Though Americans are notorious for traveling internationally less than any other nationality, it’s kind of understandable why. With incredible National Parks all over the country, the United States is, geographically, one of the most diverse and remarkable places on the planet.
This year, the National Park Service is celebrating its centennial. After 100 years of service protecting some of the world’s most astonishing landscapes, I’ve partnered up with Humana to pay tribute to the wonder of our own backyard.
It’s easy to get caught up in the day-to-day grind and to forget about spending time outdoors. If you’re spending too much time at the office, or just too much time indoors in general (like many of us do), remember that there are many health benefits of spending time in nature. In fact, science proves it.
Even if it means printing out one of the following photos and sticking it on the wall next to your desk, your Nature Engagement Levels could probably use a boost. And if you’re planning a domestic trip in the near future, it might be worth considering an exploration in your own backyard.
These 11 U.S. National Parks are ripe for adventure.
1. Take a Primitive Escape in California’s Channel Islands National Park
Located off the coast of Southern California, the Channel Islands archipelago might be the most primitive national park in the country. To discover the marine life and raw beauty of the islands, you’ll need to be completely self-sufficient.
The only way to explore is on foot, by kayak, or by helicopter, and there is nowhere to sleep other than simple campgrounds. You also won’t find any corner stores or supermarkets—in fact, there is absolutely nowhere to buy food or water.
Pack a rucksack, tent, and cooking gear—you’re going to need it in the Channel Islands.
2. Go Hiking in Glacier National Park, Montana
Most of the U.S. national parks are a haven for hiking, with countless trails providing adventure for both day trippers and serious trekkers alike. Glacier National Park, however, stands out as one of the best—there are over 700 miles of hiking trails winding around 762 different lakes.
The most famous of these is the 110-mile Continental Divide National Scenic Trail, which runs north to south and can be tackled either in one go or in bite-sized chunks. So take a day off or go for a week—either way, going hiking is actually proven to decrease stress, promote happiness, and increase creativity!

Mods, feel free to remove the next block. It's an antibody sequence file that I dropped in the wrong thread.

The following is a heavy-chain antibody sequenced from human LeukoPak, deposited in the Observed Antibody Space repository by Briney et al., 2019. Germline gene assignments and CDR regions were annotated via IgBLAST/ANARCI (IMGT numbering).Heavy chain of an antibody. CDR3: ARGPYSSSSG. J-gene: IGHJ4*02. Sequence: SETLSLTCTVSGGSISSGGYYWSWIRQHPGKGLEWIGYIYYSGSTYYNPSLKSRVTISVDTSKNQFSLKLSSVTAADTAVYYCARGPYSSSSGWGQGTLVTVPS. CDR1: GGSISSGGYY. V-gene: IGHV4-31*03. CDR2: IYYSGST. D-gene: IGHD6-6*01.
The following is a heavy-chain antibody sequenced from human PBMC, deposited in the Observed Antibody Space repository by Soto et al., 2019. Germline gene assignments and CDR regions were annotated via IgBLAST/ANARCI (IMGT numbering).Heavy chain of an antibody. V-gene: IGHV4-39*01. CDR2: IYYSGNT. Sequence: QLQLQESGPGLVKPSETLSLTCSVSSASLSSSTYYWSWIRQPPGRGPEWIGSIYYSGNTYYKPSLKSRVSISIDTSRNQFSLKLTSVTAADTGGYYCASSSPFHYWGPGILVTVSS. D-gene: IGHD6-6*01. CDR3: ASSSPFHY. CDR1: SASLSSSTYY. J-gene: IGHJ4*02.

3. Feel Humbled by Black Canyon of the Gunnison, Colorado
With its steep cliffs and craggy pinnacles, Black Canyon in Gunnison, Colorado is a vertical wilderness that celebrates some of nature’s most dramatic features. This isn’t a place that has been tamed or interrupted by mass tourism and it receives just 250,000 annual visitors—compare that to the four million visitors at Yosemite!
A scenic drive offers views from the south rim of the park, or delve deep into the canyon where you’re sure to feel humbled by nature’s brutal size. If you’re looking for a rejuvenating escape from the chaos of daily life, Black Canyon might be your answer.
4. Go Backcountry Biking in Redwood National Park, Northern California
In Northern California, unique redwoods create the skyline of the Redwood National Park, forming an inspiring canopy that is as surreal as it is serene. While the redwood trees are the obvious highlight, this park also has some 40 miles of untouched coastline and vast swathes of prairie land.
With 200 miles of mountain bike trails, mostly on old logging roads, it’s one of the only national parks to allow backcountry biking, providing a journey beneath some of the world’s highest and most remarkable trees. Whether you’re an avid biker or just looking to raise your Nature Engagement Levels, there may be no better place on the west coast than the Redwood National Park.
5. Watch the Stars in the Great Sand Dunes of Colorado
Many remote national parks offer outstanding star gazing, but it’s a different kind of experience when your feet are sunk in the sand. The Great Sand Dunes of Colorado are the highest in North America, which means they offer an ideal vantage point for viewing the night’s sky.
The best time to visit is two or three days after the full moon. Hike up the dunes for sunset, then lie back and watch the stars unfold. Two or three hours later a lucid moon rises, providing just enough light to make a hazy descent across the canvas of dunes.
And while you’re out there, why not leave the phone behind and disconnect for a little while? Settings like this are the perfect opportunity to destress—you might as well take advantage of it.
6. Get Lost in Yellowstone National Park